Home > Clermont FF > Interview with Geordy Couturiau, director of La Flûte enchantée [The Magic (...)

Interview with Geordy Couturiau, director of La Flûte enchantée [The Magic Flute]

Wednesday 23 February 2022, by Abla Kandalaft, brasserieducourt.com

While he is overwhelmed by his debts and coping with his dying mother, Arnaud meets Momo, a magician from his neighborhood with unusual and mischievous behavior. This meeting will not ward off bad luck, quite the contrary. But perhaps the discovery of an old flute may be the solution to all their problems and change their destiny?

Tell us a bit about Momo and Arnaud. Are they based on people you know in real life?

The character Arnaud gets his name from a close friend of mine, Arnaud Orengue, without whom the film would not be what it is. He was with us from the very beginning up to the very end and we filmed in his council estate, Les Mordacs. I wanted him to play the part but things took a different turn. Even though he has nothing to do with the man that emerged from my imagination, the one I invented wouldn’t exist without him. So the film gets its inspiration from a genuine friendship, and that seems like one of the main themes of the comedy to me. Equally important is my friendship with Eliott Brunet, my producer and close collaborator. He’s enormously talented and I sometimes steal ideas from him, or rather he lets himself be robbed for the greater good of us both. The film and its characters owe him a lot. Momo is a big dreamer. He’s both entirely in his element and not at all. To be honest, I wanted to play him. So as I was writing, I was thinking of my friend and myself.

What interests you most about their relationship?

What developed on set and wasn’t in my words. I’m quite proud of my casting job and I’m very fond of their relationship. In real life, they don’t necessarily share the same interests or the same reflexes, but there’s something obvious that brings them together.


Why did you choose to add a surrealistic element?

I couldn’t help myself. I don’t know where the ideas come from, otherwise I’d go there all the time. But this one came when I was getting bored during a very good Jarmusch film. The main character was getting bored watching the news on tv. They were saying that an old treasure, from who knows how many thousands of years ago, had been found. At the time, I was listening to Mozart’s Magic Flute again and I’d seen Bergman’s version which is old-fashioned and comical. My version has nothing in common with the opera, except for a few nods that I get a kick out of, but the idea of a “magic” flute and of boredom spurred me towards that choice.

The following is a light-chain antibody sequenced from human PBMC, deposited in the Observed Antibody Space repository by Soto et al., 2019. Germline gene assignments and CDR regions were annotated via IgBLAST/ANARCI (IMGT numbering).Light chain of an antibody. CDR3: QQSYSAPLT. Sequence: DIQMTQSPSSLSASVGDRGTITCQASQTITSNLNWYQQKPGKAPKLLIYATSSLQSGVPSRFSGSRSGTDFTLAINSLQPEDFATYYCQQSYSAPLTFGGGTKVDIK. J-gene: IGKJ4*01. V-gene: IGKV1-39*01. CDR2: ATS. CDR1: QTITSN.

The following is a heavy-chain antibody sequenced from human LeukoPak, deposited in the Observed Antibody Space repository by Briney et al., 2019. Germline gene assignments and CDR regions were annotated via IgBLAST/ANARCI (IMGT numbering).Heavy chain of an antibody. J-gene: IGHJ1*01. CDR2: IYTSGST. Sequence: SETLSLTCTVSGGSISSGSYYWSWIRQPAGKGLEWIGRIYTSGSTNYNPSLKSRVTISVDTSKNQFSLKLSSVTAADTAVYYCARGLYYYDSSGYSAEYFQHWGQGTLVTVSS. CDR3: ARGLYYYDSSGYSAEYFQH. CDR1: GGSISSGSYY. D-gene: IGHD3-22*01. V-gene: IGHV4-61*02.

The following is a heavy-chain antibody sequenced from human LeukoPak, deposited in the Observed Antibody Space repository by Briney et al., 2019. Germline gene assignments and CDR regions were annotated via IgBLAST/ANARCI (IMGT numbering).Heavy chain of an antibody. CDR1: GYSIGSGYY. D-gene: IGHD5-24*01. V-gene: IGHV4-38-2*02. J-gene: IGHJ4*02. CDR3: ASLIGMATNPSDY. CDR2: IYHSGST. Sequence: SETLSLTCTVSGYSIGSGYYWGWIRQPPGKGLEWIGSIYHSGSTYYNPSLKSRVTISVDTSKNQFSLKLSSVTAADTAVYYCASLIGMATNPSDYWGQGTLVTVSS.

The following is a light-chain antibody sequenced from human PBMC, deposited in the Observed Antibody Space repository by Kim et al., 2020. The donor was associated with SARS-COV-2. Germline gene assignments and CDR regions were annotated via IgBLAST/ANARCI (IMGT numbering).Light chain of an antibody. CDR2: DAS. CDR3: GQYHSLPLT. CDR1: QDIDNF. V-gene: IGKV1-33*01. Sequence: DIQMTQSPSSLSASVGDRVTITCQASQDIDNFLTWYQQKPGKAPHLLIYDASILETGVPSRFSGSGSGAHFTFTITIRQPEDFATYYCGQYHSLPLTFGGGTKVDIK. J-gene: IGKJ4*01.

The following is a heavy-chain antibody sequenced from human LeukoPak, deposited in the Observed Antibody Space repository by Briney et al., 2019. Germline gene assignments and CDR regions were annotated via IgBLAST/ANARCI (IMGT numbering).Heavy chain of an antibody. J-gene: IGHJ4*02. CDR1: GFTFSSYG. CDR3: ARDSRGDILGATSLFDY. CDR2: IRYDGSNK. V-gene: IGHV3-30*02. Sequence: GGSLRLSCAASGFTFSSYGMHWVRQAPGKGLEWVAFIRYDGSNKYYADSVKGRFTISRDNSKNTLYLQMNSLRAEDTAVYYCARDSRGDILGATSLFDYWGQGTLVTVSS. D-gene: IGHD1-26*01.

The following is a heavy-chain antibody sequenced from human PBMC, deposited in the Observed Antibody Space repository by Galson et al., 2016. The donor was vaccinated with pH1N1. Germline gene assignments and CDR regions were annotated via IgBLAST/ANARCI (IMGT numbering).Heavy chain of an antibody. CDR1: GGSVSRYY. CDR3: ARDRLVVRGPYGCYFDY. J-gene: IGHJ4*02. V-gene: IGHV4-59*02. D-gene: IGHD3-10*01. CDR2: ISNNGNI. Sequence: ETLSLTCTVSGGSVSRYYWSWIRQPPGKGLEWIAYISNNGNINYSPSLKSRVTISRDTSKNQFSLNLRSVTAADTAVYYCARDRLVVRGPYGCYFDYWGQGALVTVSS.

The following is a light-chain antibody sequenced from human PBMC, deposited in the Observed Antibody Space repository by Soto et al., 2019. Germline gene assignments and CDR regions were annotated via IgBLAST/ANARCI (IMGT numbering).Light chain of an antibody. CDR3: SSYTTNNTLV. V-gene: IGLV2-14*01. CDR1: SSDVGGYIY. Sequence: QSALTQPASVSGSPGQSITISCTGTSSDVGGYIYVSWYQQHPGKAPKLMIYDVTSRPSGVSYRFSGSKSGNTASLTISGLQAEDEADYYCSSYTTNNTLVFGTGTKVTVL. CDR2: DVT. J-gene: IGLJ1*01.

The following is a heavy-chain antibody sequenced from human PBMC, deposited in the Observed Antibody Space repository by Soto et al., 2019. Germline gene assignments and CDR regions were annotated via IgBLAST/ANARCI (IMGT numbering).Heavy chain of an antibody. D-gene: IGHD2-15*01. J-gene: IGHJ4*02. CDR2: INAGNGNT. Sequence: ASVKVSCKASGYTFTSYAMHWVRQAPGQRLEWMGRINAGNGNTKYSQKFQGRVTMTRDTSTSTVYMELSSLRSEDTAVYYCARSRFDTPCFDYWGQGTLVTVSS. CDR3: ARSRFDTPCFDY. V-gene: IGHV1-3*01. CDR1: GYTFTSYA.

How did you go about casting the actors?

That was one of the best moments. Most of the characters in the film are residents of Champigny and the Mordacs council estate. For the supporting roles, the community center helped us out. First there was one person, then instead of leaving after the audition, each person stayed on, until there were twenty of us there at the end. Outside the window, people in the street would holler lines from the film. It was a lot of fun, they treated us like friends and there was extraordinary goodwill among them and towards us. Aside from the police officers, there are almost no professional actors in the supporting roles, and yet I think they’re all totally appropriate. For the group scenes I was worried I wouldn’t be able to figure it out, but quite the contrary, it was really a pleasure. As for the two main characters, Arnaud and Momo, we chose them after a long, more traditional casting search. And then I met Esdras Registe. He’d learned the part for the wrong character, but I immediately knew it was him. He’s tremendously talented and in addition to being very handsome he’s got a unique energy. On screen those ingredients mixed well and I was lucky to be able to take advantage of that. For Momo, it’s that question of friendship again. One of my best friends, Guillaume Dietrich knew that I was casting for the film and asked me if he could try out. He said that for a laugh but I took him very seriously. In real life he’s a writer and composer and he’s one of the most talented artists I know. We set up the tryouts to convince my producer, but I already knew he was going to play the role, and he’s one of the big reasons that made me want to make this film.

What topics or genres do you try to tackle as a filmmaker?

In real life I deeply love Haneke’s The Pianist, but also Babe, for example. They’re two extremes, but that’s important. Scriptwriters are often asked what they’re trying to tell… I always make up an answer to be polite, but in reality I don’t know. I need it to be wide open, so that whoever wants to see the film will have enough space to be at home and make up their own story. That doesn’t answer your question.

Is there a particular short film that has made a strong impression on you?

My go-to short film is Jean-Pierre Jeunet’s Things I Like, Things I Don’t Like. It’s a brilliant, timeless film, and I was born the same year it was made. More recently there’s The Last Name of John Cage by Margaux Guillemard which was at the Entrevues festival last year… It’s four minutes and thirty-three seconds long and has a completely gripping force. It’s a rare film that’s both personal and universal, which is admirable.

What’s your definition of a good film?

That’s obviously subjective. I think time decides and reveals what is left to us of a work. For me, it’s simply a question of emotion and feelings.

Any message or comments?

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